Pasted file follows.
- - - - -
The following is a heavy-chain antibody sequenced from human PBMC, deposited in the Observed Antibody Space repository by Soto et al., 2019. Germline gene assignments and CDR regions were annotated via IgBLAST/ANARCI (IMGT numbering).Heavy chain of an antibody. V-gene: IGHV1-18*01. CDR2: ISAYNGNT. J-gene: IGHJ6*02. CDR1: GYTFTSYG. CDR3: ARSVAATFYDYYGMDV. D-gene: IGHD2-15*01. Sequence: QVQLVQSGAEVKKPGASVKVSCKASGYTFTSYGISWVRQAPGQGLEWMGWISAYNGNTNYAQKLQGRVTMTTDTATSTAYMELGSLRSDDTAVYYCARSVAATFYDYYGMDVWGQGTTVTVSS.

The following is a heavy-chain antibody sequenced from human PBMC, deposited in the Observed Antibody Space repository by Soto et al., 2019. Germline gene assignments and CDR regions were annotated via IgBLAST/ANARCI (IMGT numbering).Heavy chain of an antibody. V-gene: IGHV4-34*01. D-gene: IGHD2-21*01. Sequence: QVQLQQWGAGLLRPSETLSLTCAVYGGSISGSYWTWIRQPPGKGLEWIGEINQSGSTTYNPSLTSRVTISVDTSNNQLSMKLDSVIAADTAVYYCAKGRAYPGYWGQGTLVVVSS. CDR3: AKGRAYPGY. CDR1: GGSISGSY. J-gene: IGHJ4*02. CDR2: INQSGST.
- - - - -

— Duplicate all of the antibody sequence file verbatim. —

The following is a heavy-chain antibody sequenced from human PBMC, deposited in the Observed Antibody Space repository by Soto et al., 2019. Germline gene assignments and CDR regions were annotated via IgBLAST/ANARCI (IMGT numbering).Heavy chain of an antibody. V-gene: IGHV1-18*01. CDR2: ISAYNGNT. J-gene: IGHJ6*02. CDR1: GYTFTSYG. CDR3: ARSVAATFYDYYGMDV. D-gene: IGHD2-15*01. Sequence: QVQLVQSGAEVKKPGASVKVSCKASGYTFTSYGISWVRQAPGQGLEWMGWISAYNGNTNYAQKLQGRVTMTTDTATSTAYMELGSLRSDDTAVYYCARSVAATFYDYYGMDVWGQGTTVTVSS.

The following is a heavy-chain antibody sequenced from human PBMC, deposited in the Observed Antibody Space repository by Soto et al., 2019. Germline gene assignments and CDR regions were annotated via IgBLAST/ANARCI (IMGT numbering).Heavy chain of an antibody. V-gene: IGHV4-34*01. D-gene: IGHD2-21*01. Sequence: QVQLQQWGAGLLRPSETLSLTCAVYGGSISGSYWTWIRQPPGKGLEWIGEINQSGSTTYNPSLTSRVTISVDTSNNQLSMKLDSVIAADTAVYYCAKGRAYPGYWGQGTLVVVSS. CDR3: AKGRAYPGY. CDR1: GGSISGSY. J-gene: IGHJ4*02. CDR2: INQSGST.